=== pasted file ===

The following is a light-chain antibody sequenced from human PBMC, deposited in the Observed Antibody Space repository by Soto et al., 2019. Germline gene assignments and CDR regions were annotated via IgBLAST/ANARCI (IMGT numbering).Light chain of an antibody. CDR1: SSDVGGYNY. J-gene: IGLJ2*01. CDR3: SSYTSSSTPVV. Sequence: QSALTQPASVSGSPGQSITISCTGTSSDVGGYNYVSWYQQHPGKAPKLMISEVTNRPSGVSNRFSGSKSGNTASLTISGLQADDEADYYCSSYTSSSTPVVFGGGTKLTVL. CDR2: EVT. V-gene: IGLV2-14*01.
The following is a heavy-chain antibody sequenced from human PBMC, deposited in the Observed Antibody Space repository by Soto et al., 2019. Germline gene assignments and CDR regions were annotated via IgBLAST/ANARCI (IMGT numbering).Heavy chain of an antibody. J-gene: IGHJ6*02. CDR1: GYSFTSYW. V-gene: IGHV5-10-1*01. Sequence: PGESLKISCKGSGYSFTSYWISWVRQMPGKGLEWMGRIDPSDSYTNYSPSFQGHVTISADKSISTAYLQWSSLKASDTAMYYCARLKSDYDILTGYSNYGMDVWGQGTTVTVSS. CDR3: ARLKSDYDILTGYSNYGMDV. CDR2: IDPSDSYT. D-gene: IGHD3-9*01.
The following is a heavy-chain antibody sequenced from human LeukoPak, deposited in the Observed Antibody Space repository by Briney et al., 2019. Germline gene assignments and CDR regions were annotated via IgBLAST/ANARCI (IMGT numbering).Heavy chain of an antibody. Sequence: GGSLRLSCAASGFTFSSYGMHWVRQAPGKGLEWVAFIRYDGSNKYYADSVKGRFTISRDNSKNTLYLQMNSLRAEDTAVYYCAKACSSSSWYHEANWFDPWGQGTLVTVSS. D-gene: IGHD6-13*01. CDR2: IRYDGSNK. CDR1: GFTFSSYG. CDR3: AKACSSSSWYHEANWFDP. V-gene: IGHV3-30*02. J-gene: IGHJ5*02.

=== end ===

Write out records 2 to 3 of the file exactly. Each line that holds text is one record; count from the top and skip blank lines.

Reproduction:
The following is a heavy-chain antibody sequenced from human PBMC, deposited in the Observed Antibody Space repository by Soto et al., 2019. Germline gene assignments and CDR regions were annotated via IgBLAST/ANARCI (IMGT numbering).Heavy chain of an antibody. J-gene: IGHJ6*02. CDR1: GYSFTSYW. V-gene: IGHV5-10-1*01. Sequence: PGESLKISCKGSGYSFTSYWISWVRQMPGKGLEWMGRIDPSDSYTNYSPSFQGHVTISADKSISTAYLQWSSLKASDTAMYYCARLKSDYDILTGYSNYGMDVWGQGTTVTVSS. CDR3: ARLKSDYDILTGYSNYGMDV. CDR2: IDPSDSYT. D-gene: IGHD3-9*01.
The following is a heavy-chain antibody sequenced from human LeukoPak, deposited in the Observed Antibody Space repository by Briney et al., 2019. Germline gene assignments and CDR regions were annotated via IgBLAST/ANARCI (IMGT numbering).Heavy chain of an antibody. Sequence: GGSLRLSCAASGFTFSSYGMHWVRQAPGKGLEWVAFIRYDGSNKYYADSVKGRFTISRDNSKNTLYLQMNSLRAEDTAVYYCAKACSSSSWYHEANWFDPWGQGTLVTVSS. D-gene: IGHD6-13*01. CDR2: IRYDGSNK. CDR1: GFTFSSYG. CDR3: AKACSSSSWYHEANWFDP. V-gene: IGHV3-30*02. J-gene: IGHJ5*02.